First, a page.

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Five young girls were suddenly thrust into Quebec's controversy over the rights of religious minorities yesterday when they weren't allowed to compete in a local tae kwon do meet unless they removed their Islamic head scarves.

The girls, between the ages of 10 and 14, had trained for days and were eagerly anticipating competing for medals at the competition in Longueuil, south of Montreal.

The members of the Montreal team were told they couldn't participate unless they removed their head scarves for safety reasons.

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However, organizers from the Muslim community centre that sponsors them say they were at the same event in previous years and there was no problem whatsoever with their garments.

The incident -- the girls and their coaches refused to comply and were joined by the 10 members of the Muslim boys club who snubbed the event in a sympathy protest -- was a sharp reminder that the issue of so-called reasonable accommodation of religious minorities continues to simmer in Quebec.

It also has unfortunate similarities to a recent incident in the Montreal area in which an 11-year old Muslim girl from Ottawa was expelled by a referee from a soccer game for wearing a hijab, again for safety reasons.

Other, related, events have included protests after a Montreal YMCA agreed to install frosted windows to obscure the sight of females working out in scanty outfits that offended neighbouring conservative Jews, and a code of conduct enacted by the small town of Hérouxville solemnly banning the stoning of women.

"I was really very angry," rebuffed tae kwon do competitor Bissan Mansour, 11, told a local television network at the event.

"I find this unjust," said fellow team member Datoul Atwi, 12.

For Bassam Hussein, the only way to explain the apparent reversal on the wearing of the hijab by the provincial tae kwon do association is the public backlash against reasonable accommodation.

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That backlash has played into the popularity of Mario Dumont's Action démocratique du Québec, newly elected as the province's Official Opposition.

"The whole discussion about reasonable accommodation that has been taking place in Quebec has contributed to this, big time," said Mr. Hussein, the president of the executive committee of the Centre Communautaire Musulman de Montréal, which backs the boys' and girls' tae kwon do clubs.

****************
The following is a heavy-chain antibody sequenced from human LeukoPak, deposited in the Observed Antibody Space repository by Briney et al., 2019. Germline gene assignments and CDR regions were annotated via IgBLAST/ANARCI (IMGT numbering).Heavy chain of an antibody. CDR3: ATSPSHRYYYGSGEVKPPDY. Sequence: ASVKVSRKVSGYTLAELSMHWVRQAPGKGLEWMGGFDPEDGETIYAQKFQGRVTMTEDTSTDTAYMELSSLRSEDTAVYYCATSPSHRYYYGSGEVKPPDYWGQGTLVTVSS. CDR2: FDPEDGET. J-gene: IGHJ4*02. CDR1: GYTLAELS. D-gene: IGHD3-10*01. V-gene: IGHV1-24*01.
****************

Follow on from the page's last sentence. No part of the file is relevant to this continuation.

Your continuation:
"It used to be very normal, very natural [to wear the hijab at sporting events] Now, everyone is second-guessing this," he added, pointing out there is no danger of a choking or grabbing incident involving head scarves in tae kwon do, given the fact that the hijab is almost completely out of reach under the mandatory helmet.

"It's not something that was there before, it was never an issue. Now it's being politicized," he said.

Women from Indonesia, Iran, Egypt and other Muslim countries routinely participate in international tae kwon do competitions and are not banned from wearing the hijab, according to Mr. Hussein.

The danger is that seemingly unreasonable hijab bans will only succeed in alienating members of religious minorities when all they want is to be accepted as full members of society by joining activities such as tae kwon do, he said.

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Jean Faucher, president of the Fédération de Tae kwondo du Québec and the individual responsible for yesterday's ban on the hijab, says he isn't at all happy about being thrust into the controversy.

"I don't want to get into religious issues. I'm not a racist," he said. "I understand they're disappointed. We're not shutting the door on the Muslim community, we're just enforcing the rules and regulations that are there to be respected."

The Muslim team's coaches and organizers have been invited to attend the next meeting of the tae kwon do association to discuss the issue and explore possible solutions, he said.

Mr. Faucher said there may well have been previous meets at which girls wearing the hijab were allowed to compete, but a few lapses in enforcement are no excuse to ignore the rulebook entirely.

Gael Texier, the girls' coach, said the issue will have to go all the way to the sport's governing body, the World Tae Kwon Do Federation.

"We'll have to take a stand," she said.

International referee Stéphane Ménard says the girls weren't allowed to take part in yesterday's event because the sport's rules don't allow hijabs.

Tournament organizer Raymond Mourad says he wanted officials to let the Muslim girls compete yesterday and warn them of the rule for next time, but his pleas went unheard.

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